The Economics of Foreclosure

Written by: David Lereah   Tue, March 17, 2009 Foreclosure Situation

The Obama foreclosure mitigation plan offers hope for the future but the present foreclosure situation illustrates the magnitude of the problem it faces. Foreclosure filings in February were 290,000, up 6 percent from a month earlier and up nearly 30 percent from a year earlier. With the economy contracting and shedding a large number of jobs on a monthly basis, it is likely that the grim foreclosure situation will continue throughout the remaining months of this year.

One of the reasons for the jump in foreclosure filings was the expiration of several state and lender foreclosure moratoria, such as New York’s. It seems that the moratoria produced a backlog of foreclosure filings that are now hitting the market. This could mean more foreclosure filings throughout the year as other states and banks lift their moratoria.

Moratoria aside, a deteriorating economy and housing market are now primary causes for higher delinquency rates which, in an increasing number of cases, result in foreclosure. More homeowners are becoming delinquent on their mortgage payments (60 days and 90 days past due) because they have lost their job or are earning less income due to company setbacks. In addition, there are Alt A and option-ARM mortgage loans that are resetting to higher mortgage rates, making it difficult for some homeowners to make their monthly mortgage payments. In many cases, homeowners have the perverse incentive to walk away from their mortgage obligations because they no longer have equity in their home since the value of their property has dropped below the loan balance. The economics of the mortgage transaction breaks down—with no equity in the deal, the homeowner no longer has an economic incentive to meet his or her mortgage obligations, particularly when the mortgage payments increase due to mortgage rate resets.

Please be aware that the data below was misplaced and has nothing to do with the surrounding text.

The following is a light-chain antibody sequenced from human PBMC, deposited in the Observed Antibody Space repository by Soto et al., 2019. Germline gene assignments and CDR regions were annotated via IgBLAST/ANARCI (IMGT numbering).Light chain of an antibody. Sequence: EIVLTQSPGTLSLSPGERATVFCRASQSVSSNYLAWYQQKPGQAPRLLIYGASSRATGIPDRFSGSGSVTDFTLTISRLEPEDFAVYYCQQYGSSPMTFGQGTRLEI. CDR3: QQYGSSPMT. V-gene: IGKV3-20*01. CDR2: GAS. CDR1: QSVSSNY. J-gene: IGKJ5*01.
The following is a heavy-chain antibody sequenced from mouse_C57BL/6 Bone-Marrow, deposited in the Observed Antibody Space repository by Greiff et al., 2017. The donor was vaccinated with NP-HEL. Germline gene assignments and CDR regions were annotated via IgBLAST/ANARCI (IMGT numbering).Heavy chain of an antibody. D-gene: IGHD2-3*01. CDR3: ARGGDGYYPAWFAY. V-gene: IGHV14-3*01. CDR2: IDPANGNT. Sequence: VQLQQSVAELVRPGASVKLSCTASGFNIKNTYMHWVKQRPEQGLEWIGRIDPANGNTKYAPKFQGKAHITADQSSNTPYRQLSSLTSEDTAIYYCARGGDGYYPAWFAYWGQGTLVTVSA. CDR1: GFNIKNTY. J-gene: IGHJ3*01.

Historically, delinquency and foreclosure rates rise in recessions and drop in expansions. Today’s recession is very deep and is currently general job losses. Consumer confidence has plummeted and home values have experienced substantial losses. Until the economy recovers, we expect foreclosure properties to continue to flood the marketplace. Although the Obama foreclosure mitigation plan is expected to reduce the pace of foreclosures, it is not expected to meaningfully reduce the level of foreclosures over the next several quarters.

To make matters worse, RealtyTrac estimates that there are about 1.5 million properties in the foreclosure pipeline that are not yet in the multiple listing service, MLS, databases. Banks are having a difficult time managing and selling the increasing number of foreclosed properties they are taking on. These properties will eventually be posted on the MLS and be available for sale in the open marketplace. We expect a steady flow of foreclosed markets to enter the selling marketplace for at least the next two quarters.

RealtyTrac also expects nearly three million homeowners to receive a foreclosure notice this year, with about half of those homes returned to the bank. Foreclosures are most assuredly expected to continue dominating the marketplace this year. The National Association of Realtors estimates that foreclosure sales comprise about 40 to 45 percent of existing home sales. Those sales are exerting strong downward pressure on home values since foreclosure properties usually sell at deep discounts relative to other properties. In addition, the foreclosed properties that do not sell become vacant homes which are usually associated with vandalism and poor upkeep, detracting from the appearance and safety of the neighborhood.

We certainly hope that the Obama foreclosure mitigation plan proves to be effective in reducing the pace of foreclosures. Unfortunately, there are factors that are contributing to a steady rise in foreclosures over which the Obama plan has little control. Today’s grim foreclosure situation is not expected to recover until the economy recovers. The cart does not come before the horse.


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